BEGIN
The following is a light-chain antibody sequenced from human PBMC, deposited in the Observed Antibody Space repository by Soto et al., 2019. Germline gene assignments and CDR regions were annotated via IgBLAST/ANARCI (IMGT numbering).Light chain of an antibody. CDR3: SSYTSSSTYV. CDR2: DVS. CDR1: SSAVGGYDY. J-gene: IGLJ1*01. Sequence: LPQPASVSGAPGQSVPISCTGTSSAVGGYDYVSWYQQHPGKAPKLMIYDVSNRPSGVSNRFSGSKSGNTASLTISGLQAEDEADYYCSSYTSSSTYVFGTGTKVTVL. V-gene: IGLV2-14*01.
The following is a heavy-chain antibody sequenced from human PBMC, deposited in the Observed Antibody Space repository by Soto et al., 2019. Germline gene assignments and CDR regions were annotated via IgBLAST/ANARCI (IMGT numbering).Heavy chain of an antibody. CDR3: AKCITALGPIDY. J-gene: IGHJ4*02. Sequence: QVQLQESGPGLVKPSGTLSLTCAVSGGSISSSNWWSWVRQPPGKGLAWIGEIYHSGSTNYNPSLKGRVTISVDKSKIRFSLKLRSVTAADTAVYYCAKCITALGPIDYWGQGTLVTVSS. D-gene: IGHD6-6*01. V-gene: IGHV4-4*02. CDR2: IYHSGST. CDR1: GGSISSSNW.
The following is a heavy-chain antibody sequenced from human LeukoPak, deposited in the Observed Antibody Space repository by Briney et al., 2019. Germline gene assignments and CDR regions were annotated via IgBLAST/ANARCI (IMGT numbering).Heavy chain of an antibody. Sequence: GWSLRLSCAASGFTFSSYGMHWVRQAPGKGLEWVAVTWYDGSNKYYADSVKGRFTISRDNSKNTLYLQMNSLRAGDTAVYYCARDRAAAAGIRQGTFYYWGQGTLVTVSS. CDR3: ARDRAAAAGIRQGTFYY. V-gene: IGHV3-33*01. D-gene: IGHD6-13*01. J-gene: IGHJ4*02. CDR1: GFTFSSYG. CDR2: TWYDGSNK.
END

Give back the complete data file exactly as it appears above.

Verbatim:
The following is a light-chain antibody sequenced from human PBMC, deposited in the Observed Antibody Space repository by Soto et al., 2019. Germline gene assignments and CDR regions were annotated via IgBLAST/ANARCI (IMGT numbering).Light chain of an antibody. CDR3: SSYTSSSTYV. CDR2: DVS. CDR1: SSAVGGYDY. J-gene: IGLJ1*01. Sequence: LPQPASVSGAPGQSVPISCTGTSSAVGGYDYVSWYQQHPGKAPKLMIYDVSNRPSGVSNRFSGSKSGNTASLTISGLQAEDEADYYCSSYTSSSTYVFGTGTKVTVL. V-gene: IGLV2-14*01.
The following is a heavy-chain antibody sequenced from human PBMC, deposited in the Observed Antibody Space repository by Soto et al., 2019. Germline gene assignments and CDR regions were annotated via IgBLAST/ANARCI (IMGT numbering).Heavy chain of an antibody. CDR3: AKCITALGPIDY. J-gene: IGHJ4*02. Sequence: QVQLQESGPGLVKPSGTLSLTCAVSGGSISSSNWWSWVRQPPGKGLAWIGEIYHSGSTNYNPSLKGRVTISVDKSKIRFSLKLRSVTAADTAVYYCAKCITALGPIDYWGQGTLVTVSS. D-gene: IGHD6-6*01. V-gene: IGHV4-4*02. CDR2: IYHSGST. CDR1: GGSISSSNW.
The following is a heavy-chain antibody sequenced from human LeukoPak, deposited in the Observed Antibody Space repository by Briney et al., 2019. Germline gene assignments and CDR regions were annotated via IgBLAST/ANARCI (IMGT numbering).Heavy chain of an antibody. Sequence: GWSLRLSCAASGFTFSSYGMHWVRQAPGKGLEWVAVTWYDGSNKYYADSVKGRFTISRDNSKNTLYLQMNSLRAGDTAVYYCARDRAAAAGIRQGTFYYWGQGTLVTVSS. CDR3: ARDRAAAAGIRQGTFYY. V-gene: IGHV3-33*01. D-gene: IGHD6-13*01. J-gene: IGHJ4*02. CDR1: GFTFSSYG. CDR2: TWYDGSNK.